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5:38 am
Sat January 19, 2013

Newtown Debates The Future Of Sandy Hook School

Originally published on Sat January 19, 2013 12:58 pm

After the shootings at Sandy Hook Elementary School in December, the town arranged for students to go to school at a building in the neighboring town of Monroe. Now, Newtown is deliberating what to do with the building where the shootings took place and whether to build a new school.

Newtown officials held a second public meeting Friday night to hear what community members think should happen to the school.

Jackie Hornack has lived in Sandy Hook her whole life. She said it would be disrespectful to keep the school running as if nothing happened, and she said the good and bad memories of Sandy Hook would not be lost if the building is replaced by a memorial.

"And it certainly does not mean that that troubled man is now taking our school, too. It means that ... those who did not make it out of that building will be remembered and honored," she said.

She and several other speakers said the town should build a new elementary school nearby. Police Officer Todd Keeping, who lives in the Sandy Hook neighborhood, requested to be assigned to the school the students now attend. He said that new location — not the building where the shooting happened — is now Sandy Hook School.

"Today I was thinking to myself and walking down the hall, and it sounded like a school," he said. "They are smiling, they are happy."

He said every day it seems to get a little bit easier.

"You want to keep these teachers? Then you cannot ask any one of them to ever, ever go back there," he said.

Daniel Krauss said his daughter, Rachel, is a second-grader at Sandy Hook.

"She fondly remembers Principal [Dawn] Hochsprung during the book fair as she dressed up as the Book Fairy, with her light-up fairy dress," he said.

Hochsprung was one of the six adults killed in the shooting. Krauss said his daughter wants to go back to the building.

"For these kids, Sandy Hook is home and a special place. Yet as I listen to everybody, I think I really go back to my feeling ... that we need to listen to what the teachers and the staff have to say," he said.

Newtown First Selectwoman Pat Llodra says figuring out what to do will be a long process. She says she's beginning to meet privately with teachers and staff to see what they think.

Copyright 2013 WSHU Public Radio Group. To see more, visit http://www.wshu.org/.

Transcript

SCOTT SIMON, HOST:

Let's turn now to Newtown, Connecticut, where a little over a month ago, a gunman killed 20 children and six educators at the Sandy Hook Elementary School. After the shooting, students and teachers at Sandy Hook were transferred to a building in a neighboring town. And now, as Craig LeMoult of member WSHU reports, residents of Newtown are grappling with the question of what to do with the building where the shooting took place, and whether to build a new school.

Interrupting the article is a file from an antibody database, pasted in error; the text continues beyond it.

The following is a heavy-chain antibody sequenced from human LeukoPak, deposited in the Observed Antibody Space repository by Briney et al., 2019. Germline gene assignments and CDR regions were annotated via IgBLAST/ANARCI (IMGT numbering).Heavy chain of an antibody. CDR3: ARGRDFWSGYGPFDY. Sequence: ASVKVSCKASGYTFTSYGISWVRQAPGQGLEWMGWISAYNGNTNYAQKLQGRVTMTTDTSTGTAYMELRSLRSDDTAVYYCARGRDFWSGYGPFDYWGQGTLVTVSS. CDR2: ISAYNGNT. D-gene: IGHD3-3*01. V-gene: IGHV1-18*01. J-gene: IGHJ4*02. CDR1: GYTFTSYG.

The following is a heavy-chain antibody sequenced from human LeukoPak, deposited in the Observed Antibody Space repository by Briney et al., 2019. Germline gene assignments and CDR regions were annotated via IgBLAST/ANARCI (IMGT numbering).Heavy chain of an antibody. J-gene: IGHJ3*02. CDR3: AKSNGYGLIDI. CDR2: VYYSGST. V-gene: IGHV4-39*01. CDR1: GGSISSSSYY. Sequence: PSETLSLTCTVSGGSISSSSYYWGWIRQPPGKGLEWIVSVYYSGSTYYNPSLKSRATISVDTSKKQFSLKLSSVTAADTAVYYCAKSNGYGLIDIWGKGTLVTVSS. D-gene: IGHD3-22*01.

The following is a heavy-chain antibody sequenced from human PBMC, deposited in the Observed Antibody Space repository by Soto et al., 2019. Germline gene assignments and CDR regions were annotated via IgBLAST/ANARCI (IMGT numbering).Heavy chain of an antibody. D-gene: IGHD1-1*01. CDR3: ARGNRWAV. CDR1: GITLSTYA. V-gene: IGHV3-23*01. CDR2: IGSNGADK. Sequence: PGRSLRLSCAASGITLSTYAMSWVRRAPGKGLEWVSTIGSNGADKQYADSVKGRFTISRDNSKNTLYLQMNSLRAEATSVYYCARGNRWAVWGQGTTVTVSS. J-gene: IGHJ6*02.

CRAIG LEMOULT, BYLINE: Newtown officials held a second public meeting last night, to hear what community members think should happen to the Sandy Hook school. Jackie Hornack has lived in Sandy Hook her whole life. She said it would be disrespectful to keep the school running, as if nothing happened; and she said the good and bad memories of Sandy Hook would not be lost, if the school building is replaced by a memorial.

JACKIE HORNACK: And it certainly does not mean that that troubled man is now taking our school, too. It means that those who did not make it out of that building will be remembered and honored.

LEMOULT: She and several other speakers said the town should build a new elementary school nearby. Police officer Todd Keeping lives in the Sandy Hook neighborhood; and requested to be assigned to the school the students now attend, in the neighboring town of Monroe. He said that - not the building where the shooting happened - is now Sandy Hook School.

TODD KEEPING: Today, I was thinking to myself, I'm walking down the hall, and it sounded like a school. They are smiling. They are happy.

LEMOULT: He said every day, it seems to get a little bit easier.

KEEPING: You want to keep these teachers? Then you cannot ask any one of them to ever, ever go back there.

LEMOULT: Daniel Krauss said his daughter, Rachel, is a second-grader at Sandy Hook.

DANIEL KRAUSS: She fondly remembers Principal Hochsprung during the book fair as she dressed up as the Book Fairy, with her light-up fairy dress.

LEMOULT: Principal Dawn Hochsprung was one of the six adults killed in the shooting. Krause said his daughter wants to go back to the old building.

KRAUSS: Sandy Hook is home, and a special place. Yet as I listen to everybody, I think I really go back to my feeling of - that we need to listen to what the teachers and the staff have to say.

LEMOULT: Newtown First Selectwoman Pat Llodra says figuring out what to do will be a long process. She says she's beginning to meet privately with teachers and staff, to see what they think. For NPR News, I'm Craig LeMoult in Connecticut.

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SIMON: And you're listening to NPR News. Transcript provided by NPR, Copyright NPR.